Most mature international equity indices have made astonishing gains in 2017, though some better than others. What has been apparent this past year is the fact that global growth has manifested itself at its strongest rate since the credit crisis in 2009. Apart from a few small increases in the US, rates have been close to zero and with yields on stocks ranging between 3% and 6%, there has been little enthusiasm to lighten up portfolios.
With so much money around and with no alternative liquid asset classes to titillate investors’ appetite being available, equities continue to attract funds. Also, according to the IMF and the OECD, the outlook for 2018 is even stronger with global growth predicted to reach 3.7%. It would appear that the UK, thanks to the vagaries and uncertainty of Brexit and the possible lack of investment will only grow by 1.5% with the British Chamber of Commerce believing that it will be just 1.1%.
At the time of writing the DOW has added 25.6% so far this year and nearly 40% since Donald Trump became President, with the NASDAQ up 29%, the Shanghai Composite +21.4% , the Hang Seng +35.7% and the NIKKEI 19.2%. The FTSE 100 sadly has languished way behind and is only 6.7% in credit over the same period. There are reasons for this underwhelming performance. Firstly, the FTSE 100 has been a foreign exchange play. The Pound fell by 17% in the last six months of 2016, which allowed the FTSE 100 to post a 17% gain to the end of 2016, as 60% on the constituent stocks post Dollar earnings.
This year the Pound has gained 7% against the Dollar, so those perennials such as the miners, HSBC, Imperial Brands, Glaxo and BP have posted anaemic performances, as have some banks, utilities and retail stocks. There has also been the uncertainty of Brexit hanging over equities like the sword of Damocles. However the FTSE 250 has gained a very respectable 14.5%, reaching an all-time record of 20,642 on Thursday 28th December 2017.
What of 2018 for UK equities?
Overseas investment in UK has been buoyant, thanks in the main to weak Sterling, but investment by UK fund managers in the domestic equity markets has been very disappointing. There seems to be slightly more clarity over the direction of BREXIT, which may lead to PM May’s government agreeing to something approaching acceptable trade negotiations with the EU.
However with the future P/E ratio for the FTSE 100 standing just short of 15 times earnings, some kind of a shake-out in the first quarter cannot be ruled out, though most people believe it will be limited due to the weight of money. The time for equity acolytes to take their leave is when it becomes clear that interest rates across the spectrum are on the move in an upwardly direction.
The FTSE 100, as previously flagged up, has been a foreign exchange play. Unappetising growth forecasts for the UK could in essence put a block on real progress. In some respects it looks fully valued, though there are one of two companies such as Royal Dutch Shell, Just Eat, RBS and Barclays, which could come to hand in 2018.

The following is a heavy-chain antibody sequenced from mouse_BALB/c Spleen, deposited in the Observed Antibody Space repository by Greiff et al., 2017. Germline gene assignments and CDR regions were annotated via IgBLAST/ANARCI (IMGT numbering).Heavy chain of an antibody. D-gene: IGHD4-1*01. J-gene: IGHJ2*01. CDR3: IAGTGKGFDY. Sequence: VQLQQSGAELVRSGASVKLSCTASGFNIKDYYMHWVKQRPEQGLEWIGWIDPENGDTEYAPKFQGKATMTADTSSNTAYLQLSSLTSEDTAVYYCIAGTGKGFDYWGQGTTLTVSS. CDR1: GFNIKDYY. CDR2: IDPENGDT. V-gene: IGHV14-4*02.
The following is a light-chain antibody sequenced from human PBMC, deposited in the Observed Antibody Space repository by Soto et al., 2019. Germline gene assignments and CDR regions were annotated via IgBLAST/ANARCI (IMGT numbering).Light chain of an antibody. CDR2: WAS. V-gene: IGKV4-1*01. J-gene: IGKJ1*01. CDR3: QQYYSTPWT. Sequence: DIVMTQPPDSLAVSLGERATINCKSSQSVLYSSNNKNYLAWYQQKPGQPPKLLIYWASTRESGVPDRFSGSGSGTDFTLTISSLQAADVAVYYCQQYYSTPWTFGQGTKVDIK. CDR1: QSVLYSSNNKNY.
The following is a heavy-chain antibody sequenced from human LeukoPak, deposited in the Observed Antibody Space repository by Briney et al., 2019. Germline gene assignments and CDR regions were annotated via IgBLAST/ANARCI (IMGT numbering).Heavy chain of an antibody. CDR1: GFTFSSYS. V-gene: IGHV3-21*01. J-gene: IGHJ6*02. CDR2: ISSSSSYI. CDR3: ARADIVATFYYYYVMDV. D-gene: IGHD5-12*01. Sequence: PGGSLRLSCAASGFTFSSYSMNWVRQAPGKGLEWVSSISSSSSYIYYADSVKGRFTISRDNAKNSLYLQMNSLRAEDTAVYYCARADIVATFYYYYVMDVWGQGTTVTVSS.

The aforementioned two seem to be on a roll with tremendous prospects with the two banks on the recovery trail. The government will be looking to sell a fair portion of its equity back to the public once the US DOJ has finished its deliberations and the fine for market manipulation has been settled.
2018 should be a period for picking growth stocks from FTSE 250 and AIM that have potential value written all over them. My colleagues at Panmure Gordon & Co have been fastidious in flagging up a few, which perhaps should be given consideration. Few FTSE 100 companies go into Panmure’s frame as the company tends to focus on SMES.
However Barrie Cornes recommends Prudential. Not only are its Asian and US operations blazing the trail, but also its UK annuity sales look set to enhance shareholder value. Colin Smith posts an excellent case for Eland Oil and Gas thanks to a rapidly high margin production in Nigeria. Caution over the threat of unrest in the Delta has been taken in to account.
Pension funds set to transform British businesses doing good
Small and medium businesses are struggling to get funding, new research reveals
The UK’s ‘alternative finance’ industry is now worth £4.6 billion
Dr Julie Simmonds believes that Faron Pharmaceuticals has much to offer with the outcome for Tramakine’s trial for acute respiratory distress syndrome a likely winner. Adrian Kearsey suggests Speedy Hire has much to offer as a provider of equipment rental and support services, with manufacturing output on the rise here in the UK.
Loop Up, whose share price has doubled since its IPO, continues to offer great scope for conference calling SaaS products, according to Peter McNally, Panmure’s technology analyst. Informa stand out from the media sector for Jonathan Helliwell.
Sadly not every company gets the green light for 2018. Mark Irvine-Fortescue warns of the short comings of Tui Travel. The company will require increasing capital to sustain profit growth which may well stunt share valuation growth. It may prove sensible to give this share some breathing space. Finally Sanjay Jha has his doubts about the defence operator Meggitt. He thinks it has too much debt, leaving the company fragile to a shock like Cobham.?